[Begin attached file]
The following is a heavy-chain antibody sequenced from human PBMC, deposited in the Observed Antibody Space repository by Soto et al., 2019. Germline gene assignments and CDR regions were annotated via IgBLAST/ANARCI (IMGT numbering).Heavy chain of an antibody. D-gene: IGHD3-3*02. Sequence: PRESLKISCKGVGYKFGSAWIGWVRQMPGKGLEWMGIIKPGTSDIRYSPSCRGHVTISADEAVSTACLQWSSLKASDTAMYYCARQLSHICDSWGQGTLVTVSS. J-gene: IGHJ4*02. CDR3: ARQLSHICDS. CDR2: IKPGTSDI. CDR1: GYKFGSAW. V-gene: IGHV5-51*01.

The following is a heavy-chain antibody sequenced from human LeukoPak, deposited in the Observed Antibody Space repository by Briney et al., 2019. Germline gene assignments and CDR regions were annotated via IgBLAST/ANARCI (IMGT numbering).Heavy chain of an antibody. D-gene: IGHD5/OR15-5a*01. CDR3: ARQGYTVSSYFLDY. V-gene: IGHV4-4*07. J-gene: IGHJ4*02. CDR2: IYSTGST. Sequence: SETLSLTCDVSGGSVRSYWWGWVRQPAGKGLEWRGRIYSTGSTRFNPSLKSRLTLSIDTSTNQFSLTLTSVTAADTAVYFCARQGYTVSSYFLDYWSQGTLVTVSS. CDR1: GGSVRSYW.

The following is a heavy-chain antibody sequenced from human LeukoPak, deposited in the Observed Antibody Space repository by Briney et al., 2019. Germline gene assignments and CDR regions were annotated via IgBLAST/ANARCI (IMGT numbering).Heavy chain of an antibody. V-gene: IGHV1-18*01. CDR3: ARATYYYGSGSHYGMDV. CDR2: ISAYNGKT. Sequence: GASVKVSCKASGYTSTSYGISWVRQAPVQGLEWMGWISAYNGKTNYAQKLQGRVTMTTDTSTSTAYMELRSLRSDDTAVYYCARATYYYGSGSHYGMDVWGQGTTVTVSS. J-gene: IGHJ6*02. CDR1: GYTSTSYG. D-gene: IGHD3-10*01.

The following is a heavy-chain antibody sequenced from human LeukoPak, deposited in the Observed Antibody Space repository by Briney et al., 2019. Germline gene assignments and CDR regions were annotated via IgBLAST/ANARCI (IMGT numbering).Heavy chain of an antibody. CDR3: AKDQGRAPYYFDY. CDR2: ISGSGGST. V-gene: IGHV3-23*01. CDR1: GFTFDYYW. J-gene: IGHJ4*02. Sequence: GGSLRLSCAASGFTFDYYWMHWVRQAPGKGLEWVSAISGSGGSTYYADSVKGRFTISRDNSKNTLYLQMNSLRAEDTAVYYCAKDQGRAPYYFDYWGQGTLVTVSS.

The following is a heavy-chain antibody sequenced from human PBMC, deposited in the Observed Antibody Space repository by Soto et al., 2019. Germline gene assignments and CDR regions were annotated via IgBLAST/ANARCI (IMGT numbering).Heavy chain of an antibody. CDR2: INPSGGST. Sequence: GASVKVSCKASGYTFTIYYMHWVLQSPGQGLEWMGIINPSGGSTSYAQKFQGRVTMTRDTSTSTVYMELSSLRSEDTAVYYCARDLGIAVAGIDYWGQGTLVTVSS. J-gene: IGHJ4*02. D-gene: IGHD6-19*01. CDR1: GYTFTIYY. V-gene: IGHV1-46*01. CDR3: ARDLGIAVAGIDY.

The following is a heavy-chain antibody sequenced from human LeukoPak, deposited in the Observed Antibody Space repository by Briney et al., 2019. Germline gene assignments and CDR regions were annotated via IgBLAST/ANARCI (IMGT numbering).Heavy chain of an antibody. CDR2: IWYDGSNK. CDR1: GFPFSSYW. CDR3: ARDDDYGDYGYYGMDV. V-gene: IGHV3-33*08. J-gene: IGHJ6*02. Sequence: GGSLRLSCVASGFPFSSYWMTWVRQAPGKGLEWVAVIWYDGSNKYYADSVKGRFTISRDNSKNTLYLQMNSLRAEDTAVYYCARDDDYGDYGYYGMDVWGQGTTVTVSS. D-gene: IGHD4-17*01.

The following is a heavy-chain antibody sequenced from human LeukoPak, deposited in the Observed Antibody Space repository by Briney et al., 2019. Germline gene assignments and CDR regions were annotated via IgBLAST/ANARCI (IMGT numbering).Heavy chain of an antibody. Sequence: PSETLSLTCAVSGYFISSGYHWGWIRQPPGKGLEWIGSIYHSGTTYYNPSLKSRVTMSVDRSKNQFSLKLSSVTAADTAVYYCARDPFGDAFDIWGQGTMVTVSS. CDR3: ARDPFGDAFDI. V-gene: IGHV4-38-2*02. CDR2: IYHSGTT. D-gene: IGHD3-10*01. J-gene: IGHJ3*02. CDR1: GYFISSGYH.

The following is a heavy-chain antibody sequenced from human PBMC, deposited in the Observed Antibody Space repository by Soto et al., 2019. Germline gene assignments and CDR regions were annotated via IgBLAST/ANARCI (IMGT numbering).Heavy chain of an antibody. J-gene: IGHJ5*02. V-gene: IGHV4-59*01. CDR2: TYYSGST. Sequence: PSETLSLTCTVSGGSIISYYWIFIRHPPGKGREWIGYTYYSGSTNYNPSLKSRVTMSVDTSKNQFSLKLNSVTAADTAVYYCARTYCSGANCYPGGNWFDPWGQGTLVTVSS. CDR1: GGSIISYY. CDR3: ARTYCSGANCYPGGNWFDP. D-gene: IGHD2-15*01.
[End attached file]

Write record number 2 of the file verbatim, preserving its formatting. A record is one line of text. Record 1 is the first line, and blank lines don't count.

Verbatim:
The following is a heavy-chain antibody sequenced from human LeukoPak, deposited in the Observed Antibody Space repository by Briney et al., 2019. Germline gene assignments and CDR regions were annotated via IgBLAST/ANARCI (IMGT numbering).Heavy chain of an antibody. D-gene: IGHD5/OR15-5a*01. CDR3: ARQGYTVSSYFLDY. V-gene: IGHV4-4*07. J-gene: IGHJ4*02. CDR2: IYSTGST. Sequence: SETLSLTCDVSGGSVRSYWWGWVRQPAGKGLEWRGRIYSTGSTRFNPSLKSRLTLSIDTSTNQFSLTLTSVTAADTAVYFCARQGYTVSSYFLDYWSQGTLVTVSS. CDR1: GGSVRSYW.